ConnectionWhat I did do was stay current on social media through all of it. It kept my hand in the game, which kept me up to date on what’s been happening with who. I read writing related articles of interest galore. I wrote when I could. I edited when I could. I gave myself permission to do what needed to be done and not beat myself up too much over it. I also periodically vented to my husband. He’s an excellent listener, so his ears got a good workout. I’m grateful for his patience, believe me!

This past six months has served to remind me that I can’t control everything. I have to “Let go, and let God,” as I’ve heard the expression said. I’ve learned that sometimes good enough has to be good enough. I also knew that some things would just have to work themselves out. I consoled myself over the sale of my mini-house by acknowledging that it was a good, sound financial decision to sell. The single woman who bought it was thrilled to have her own little place with a good-sized garden and beautiful view of the wooded area across the street. I’m sure my old neighbours welcome her into their midst, and I sincerely hope that she’s able to settle in and make it her own.

Blue Starburst by Debbie McClure

Blue Starburst by Debbie McClure

Surprising, to me at least, is the fact that I discovered a new creative outlet. I began experimenting with acrylic abstract painting and I love it! I can’t draw a straight line with a ruler (my son, brother, and grandson can, but I’m hopeless). What I do have is imagination and a good eye for colour, or so I think. I’ve even started doing a few large paintings for family and friends who’ve requested them, so that’s pretty cool. I’m not a professional painter, by any means, and I’ve hated some of what I’ve created, but as with writing, I can go back and fine-tune, or erase what I’ve done and start over. It’s become a great stress reducer, and I believe it stretches my imagination in other ways I hadn’t encountered before. It’s also a great way to just zone out, and sometimes that means I’m able to work through writing issues, without having to actually work at it. I like that.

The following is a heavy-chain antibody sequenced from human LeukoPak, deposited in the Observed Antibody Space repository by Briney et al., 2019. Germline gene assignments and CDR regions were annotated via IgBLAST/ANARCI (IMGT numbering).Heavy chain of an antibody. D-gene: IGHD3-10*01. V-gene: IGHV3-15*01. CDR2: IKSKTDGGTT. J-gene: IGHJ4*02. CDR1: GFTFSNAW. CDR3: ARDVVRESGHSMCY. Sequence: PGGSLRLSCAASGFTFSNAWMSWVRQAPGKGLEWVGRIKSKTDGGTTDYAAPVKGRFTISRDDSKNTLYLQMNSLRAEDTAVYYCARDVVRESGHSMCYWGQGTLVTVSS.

The King's Consort Cover ArtIn the meantime, I’m happy to announce that my most recent (bio) historical fiction novel is finally done! This book has been a long labour of love, since my mother tells me her paternal great aunt claimed we are related to Louise Rasmussen, Countess Danner. Whether it’s true or not, I became intrigued by Louise and King Frederik VII of Denmark’s remarkable love story, and knew I had to write my (fictionalized) version of it. For information and a brief synopsis of the story, head over to the Amazon link provided below.

The great news is that my publisher let me know that we’re looking at an e-book release date of September 10th, 2016 for The King’s Consort-The Louise Rasmussen Story, followed by a print release a few weeks later. For anyone interested in ordering their copy right away, it’s available for pre-order now (see link above). I’m so excited! I’m also extremely nervous (that’s another post). It has taken me two years to get this book to this point, and now I’m standing on the threshold of seeing all that hard work come to fruition. Yikes! I truly hope you enjoy it, and if so, please consider leaving an honest review on Amazon (it really, really helps the writer), email me, or drop me a line on the blog, and of course, share the news with your family and friends.

As for what’s next, well, I’m in the process of getting my first two books, In The Spirit Of Love and In The Spirit Of Forgiveness, re-released – complete with new cover art and titles (details to follow once I have them). My plan is to re-release these two books and follow them up with a new series that continues Sir Richard and Claire’s story, and adventures. I’m really excited about that too, so check my website periodically, or social media sites, for new information. I have a second (bio) historical romance novel I started working on several months ago, and am itching to get back to, so it’s in the works for a little further down the line.